Escape the Fate – ‘Hate Me’

By Jess Tagliani


Even if you don’t listen to Escape the Fate, nearly everyone knows who they are. Known for their long-running spat with ex-vocalist Ronnie Radke and their numerous line-up changes, the Las Vegas quartet seem to have finally settled on a line-up that suits them, which includes just one “original” member.

‘Just A Memory’ is an angst-filled track, bristling with pure rage. Lyrics such as “Trusting you was a fucking mistake” and “Someone like you is gonna die alone” made fans wonder whether this was a personal attack on ex-guitarists Monte and Bryan Money. Either way, it’s adrenaline-fuelled and makes for a perfect opening track.

Title track ‘Hate Me’ opens up with eerie synth work, before plunging into aggressive riffs which complement Craig Mabbitt’s energetic and powerful vocals; he switches easily between his visceral screams and commanding clean vocals. ‘Les Enfants Terribles (The Terrible Children)’ is a brilliant demonstration of how mighty Mabbitt’s vocals are, particularly during the chorus – they simply soar over the crushing riffs.

‘Remember Every Scar’ sounds more like a pop-rock track, as does ‘Get Up, Get Out’, but they’re still incredibly fun tracks; catchy choruses and huge hooks play a pivotal role in making these tracks bounce into life. And then there’s ‘Breaking Me Down’ which is, put simply, huge – the chorus kicks into life with absolutely staggering and powerful drum work, which builds the foundation for this song to sit on. The lyrics are triggering, with lines such as “I wish that I could hate you/I wish that I could start by cutting you out” – they pack a sincere punch.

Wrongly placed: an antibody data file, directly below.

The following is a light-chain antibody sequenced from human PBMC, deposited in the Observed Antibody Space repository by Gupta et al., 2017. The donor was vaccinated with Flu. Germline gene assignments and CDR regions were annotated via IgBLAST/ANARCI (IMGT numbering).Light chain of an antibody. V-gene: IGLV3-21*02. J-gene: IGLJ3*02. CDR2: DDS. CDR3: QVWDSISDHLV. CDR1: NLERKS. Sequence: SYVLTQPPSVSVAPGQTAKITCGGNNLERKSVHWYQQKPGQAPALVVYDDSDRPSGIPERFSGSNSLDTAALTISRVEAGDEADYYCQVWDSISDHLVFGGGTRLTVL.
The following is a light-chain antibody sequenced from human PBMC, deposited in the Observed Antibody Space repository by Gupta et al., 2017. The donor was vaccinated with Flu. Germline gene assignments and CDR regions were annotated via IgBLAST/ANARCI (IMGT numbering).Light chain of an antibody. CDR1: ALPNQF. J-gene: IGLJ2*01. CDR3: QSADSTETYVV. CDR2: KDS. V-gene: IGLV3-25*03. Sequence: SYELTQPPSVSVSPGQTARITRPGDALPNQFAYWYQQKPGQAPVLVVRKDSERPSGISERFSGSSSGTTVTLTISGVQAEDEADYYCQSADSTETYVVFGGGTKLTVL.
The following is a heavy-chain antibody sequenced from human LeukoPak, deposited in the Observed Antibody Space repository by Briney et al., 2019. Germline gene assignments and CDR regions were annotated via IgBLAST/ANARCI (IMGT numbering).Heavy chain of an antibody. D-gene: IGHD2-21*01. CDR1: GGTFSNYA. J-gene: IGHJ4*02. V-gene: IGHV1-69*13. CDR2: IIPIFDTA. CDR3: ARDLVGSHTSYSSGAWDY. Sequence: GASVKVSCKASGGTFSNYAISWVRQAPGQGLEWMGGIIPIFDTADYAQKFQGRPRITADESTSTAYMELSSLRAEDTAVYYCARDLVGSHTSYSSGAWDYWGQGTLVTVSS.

With the various member changes, it’s been hard to work out what Escape the Fate is aiming for with each album. In a way, that’s a good thing, as each album has been consistently different – an evolution, if you will. From the release of their EP ‘There’s No Sympathy For the Dead’ right up to their previous release ‘Ungrateful’, Escape the Fate have constantly produced a different-sounding album, meaning that they can’t be pigeon-holed. ‘Hate Me’ is another example of that; it’s brooding, angry, and fast, yet transitions to tracks that wouldn’t sound out of place on a more pop-rock album.

Despite ‘Hate Me’ being a rather confused album, Escape the Fate have created a strong release which will go down a treat with fans. Fingers crossed that Escape the Fate can now concentrate on their music and not the bullshit drama that they’ve generated for the past few years.


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